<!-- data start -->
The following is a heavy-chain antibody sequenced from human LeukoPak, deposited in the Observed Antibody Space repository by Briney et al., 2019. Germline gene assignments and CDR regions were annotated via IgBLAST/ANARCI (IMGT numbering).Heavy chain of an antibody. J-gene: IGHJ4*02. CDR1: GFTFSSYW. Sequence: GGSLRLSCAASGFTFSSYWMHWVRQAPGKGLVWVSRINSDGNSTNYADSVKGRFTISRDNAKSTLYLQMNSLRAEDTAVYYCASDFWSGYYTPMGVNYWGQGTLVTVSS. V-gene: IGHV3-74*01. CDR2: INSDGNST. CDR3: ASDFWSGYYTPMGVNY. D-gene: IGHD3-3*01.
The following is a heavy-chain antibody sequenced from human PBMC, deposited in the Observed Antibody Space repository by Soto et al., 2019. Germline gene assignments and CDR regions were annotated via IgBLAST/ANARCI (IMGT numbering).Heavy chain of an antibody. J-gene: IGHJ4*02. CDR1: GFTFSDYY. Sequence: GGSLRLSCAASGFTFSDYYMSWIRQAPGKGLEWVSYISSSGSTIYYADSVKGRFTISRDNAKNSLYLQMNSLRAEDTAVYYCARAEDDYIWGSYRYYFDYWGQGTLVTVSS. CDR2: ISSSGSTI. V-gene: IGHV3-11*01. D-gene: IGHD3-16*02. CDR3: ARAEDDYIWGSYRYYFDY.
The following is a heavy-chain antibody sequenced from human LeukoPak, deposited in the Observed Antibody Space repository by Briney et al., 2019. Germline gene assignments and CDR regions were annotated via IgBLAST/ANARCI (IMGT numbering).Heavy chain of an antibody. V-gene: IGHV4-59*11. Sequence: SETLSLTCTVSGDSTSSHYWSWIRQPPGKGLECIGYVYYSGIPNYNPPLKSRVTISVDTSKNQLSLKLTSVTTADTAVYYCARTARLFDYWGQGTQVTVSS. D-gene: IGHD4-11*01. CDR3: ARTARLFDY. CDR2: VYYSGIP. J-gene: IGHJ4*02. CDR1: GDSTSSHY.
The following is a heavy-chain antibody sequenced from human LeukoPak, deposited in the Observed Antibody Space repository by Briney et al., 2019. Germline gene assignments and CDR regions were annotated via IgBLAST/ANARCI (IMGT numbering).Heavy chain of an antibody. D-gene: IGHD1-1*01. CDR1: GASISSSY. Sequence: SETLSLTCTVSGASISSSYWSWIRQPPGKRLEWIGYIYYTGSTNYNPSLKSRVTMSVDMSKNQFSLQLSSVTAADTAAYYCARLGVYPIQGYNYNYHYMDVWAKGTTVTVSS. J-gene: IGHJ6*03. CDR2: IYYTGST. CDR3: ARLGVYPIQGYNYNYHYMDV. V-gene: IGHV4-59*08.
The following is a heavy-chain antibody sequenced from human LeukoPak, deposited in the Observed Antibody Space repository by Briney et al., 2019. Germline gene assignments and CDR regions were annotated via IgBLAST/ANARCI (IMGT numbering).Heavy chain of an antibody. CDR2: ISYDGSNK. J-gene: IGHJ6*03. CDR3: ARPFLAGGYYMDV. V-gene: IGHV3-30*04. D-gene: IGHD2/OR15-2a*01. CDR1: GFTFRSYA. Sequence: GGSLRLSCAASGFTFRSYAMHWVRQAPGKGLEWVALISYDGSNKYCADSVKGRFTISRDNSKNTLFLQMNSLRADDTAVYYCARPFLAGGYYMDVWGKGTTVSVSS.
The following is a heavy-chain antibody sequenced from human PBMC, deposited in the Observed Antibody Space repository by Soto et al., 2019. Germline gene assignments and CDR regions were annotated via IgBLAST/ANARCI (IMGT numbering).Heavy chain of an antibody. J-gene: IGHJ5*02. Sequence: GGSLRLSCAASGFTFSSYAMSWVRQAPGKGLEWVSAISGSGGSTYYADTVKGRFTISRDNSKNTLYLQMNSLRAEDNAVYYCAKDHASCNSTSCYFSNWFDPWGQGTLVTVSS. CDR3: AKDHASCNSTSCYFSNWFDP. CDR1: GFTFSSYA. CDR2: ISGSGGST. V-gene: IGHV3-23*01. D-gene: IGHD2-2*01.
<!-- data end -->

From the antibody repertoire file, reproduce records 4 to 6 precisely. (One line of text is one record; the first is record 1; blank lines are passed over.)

The following is a heavy-chain antibody sequenced from human LeukoPak, deposited in the Observed Antibody Space repository by Briney et al., 2019. Germline gene assignments and CDR regions were annotated via IgBLAST/ANARCI (IMGT numbering).Heavy chain of an antibody. D-gene: IGHD1-1*01. CDR1: GASISSSY. Sequence: SETLSLTCTVSGASISSSYWSWIRQPPGKRLEWIGYIYYTGSTNYNPSLKSRVTMSVDMSKNQFSLQLSSVTAADTAAYYCARLGVYPIQGYNYNYHYMDVWAKGTTVTVSS. J-gene: IGHJ6*03. CDR2: IYYTGST. CDR3: ARLGVYPIQGYNYNYHYMDV. V-gene: IGHV4-59*08.
The following is a heavy-chain antibody sequenced from human LeukoPak, deposited in the Observed Antibody Space repository by Briney et al., 2019. Germline gene assignments and CDR regions were annotated via IgBLAST/ANARCI (IMGT numbering).Heavy chain of an antibody. CDR2: ISYDGSNK. J-gene: IGHJ6*03. CDR3: ARPFLAGGYYMDV. V-gene: IGHV3-30*04. D-gene: IGHD2/OR15-2a*01. CDR1: GFTFRSYA. Sequence: GGSLRLSCAASGFTFRSYAMHWVRQAPGKGLEWVALISYDGSNKYCADSVKGRFTISRDNSKNTLFLQMNSLRADDTAVYYCARPFLAGGYYMDVWGKGTTVSVSS.
The following is a heavy-chain antibody sequenced from human PBMC, deposited in the Observed Antibody Space repository by Soto et al., 2019. Germline gene assignments and CDR regions were annotated via IgBLAST/ANARCI (IMGT numbering).Heavy chain of an antibody. J-gene: IGHJ5*02. Sequence: GGSLRLSCAASGFTFSSYAMSWVRQAPGKGLEWVSAISGSGGSTYYADTVKGRFTISRDNSKNTLYLQMNSLRAEDNAVYYCAKDHASCNSTSCYFSNWFDPWGQGTLVTVSS. CDR3: AKDHASCNSTSCYFSNWFDP. CDR1: GFTFSSYA. CDR2: ISGSGGST. V-gene: IGHV3-23*01. D-gene: IGHD2-2*01.